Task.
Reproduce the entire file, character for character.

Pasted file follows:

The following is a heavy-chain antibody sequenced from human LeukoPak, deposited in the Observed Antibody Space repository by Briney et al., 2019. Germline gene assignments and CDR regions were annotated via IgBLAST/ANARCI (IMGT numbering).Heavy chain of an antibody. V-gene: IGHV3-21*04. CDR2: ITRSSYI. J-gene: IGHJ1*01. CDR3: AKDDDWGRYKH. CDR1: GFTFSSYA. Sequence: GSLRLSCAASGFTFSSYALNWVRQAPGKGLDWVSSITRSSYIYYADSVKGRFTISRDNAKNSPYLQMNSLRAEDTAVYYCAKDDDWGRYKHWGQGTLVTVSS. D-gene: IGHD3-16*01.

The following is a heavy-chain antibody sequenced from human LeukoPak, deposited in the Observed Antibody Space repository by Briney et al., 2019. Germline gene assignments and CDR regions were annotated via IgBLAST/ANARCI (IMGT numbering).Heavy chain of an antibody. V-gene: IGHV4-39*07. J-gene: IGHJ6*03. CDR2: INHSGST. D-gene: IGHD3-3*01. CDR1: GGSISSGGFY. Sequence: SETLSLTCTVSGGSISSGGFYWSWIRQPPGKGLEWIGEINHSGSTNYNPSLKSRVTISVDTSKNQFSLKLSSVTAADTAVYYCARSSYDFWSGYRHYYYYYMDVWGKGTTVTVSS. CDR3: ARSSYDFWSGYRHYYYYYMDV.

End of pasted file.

The following is a heavy-chain antibody sequenced from human LeukoPak, deposited in the Observed Antibody Space repository by Briney et al., 2019. Germline gene assignments and CDR regions were annotated via IgBLAST/ANARCI (IMGT numbering).Heavy chain of an antibody. V-gene: IGHV3-21*04. CDR2: ITRSSYI. J-gene: IGHJ1*01. CDR3: AKDDDWGRYKH. CDR1: GFTFSSYA. Sequence: GSLRLSCAASGFTFSSYALNWVRQAPGKGLDWVSSITRSSYIYYADSVKGRFTISRDNAKNSPYLQMNSLRAEDTAVYYCAKDDDWGRYKHWGQGTLVTVSS. D-gene: IGHD3-16*01.

The following is a heavy-chain antibody sequenced from human LeukoPak, deposited in the Observed Antibody Space repository by Briney et al., 2019. Germline gene assignments and CDR regions were annotated via IgBLAST/ANARCI (IMGT numbering).Heavy chain of an antibody. V-gene: IGHV4-39*07. J-gene: IGHJ6*03. CDR2: INHSGST. D-gene: IGHD3-3*01. CDR1: GGSISSGGFY. Sequence: SETLSLTCTVSGGSISSGGFYWSWIRQPPGKGLEWIGEINHSGSTNYNPSLKSRVTISVDTSKNQFSLKLSSVTAADTAVYYCARSSYDFWSGYRHYYYYYMDVWGKGTTVTVSS. CDR3: ARSSYDFWSGYRHYYYYYMDV.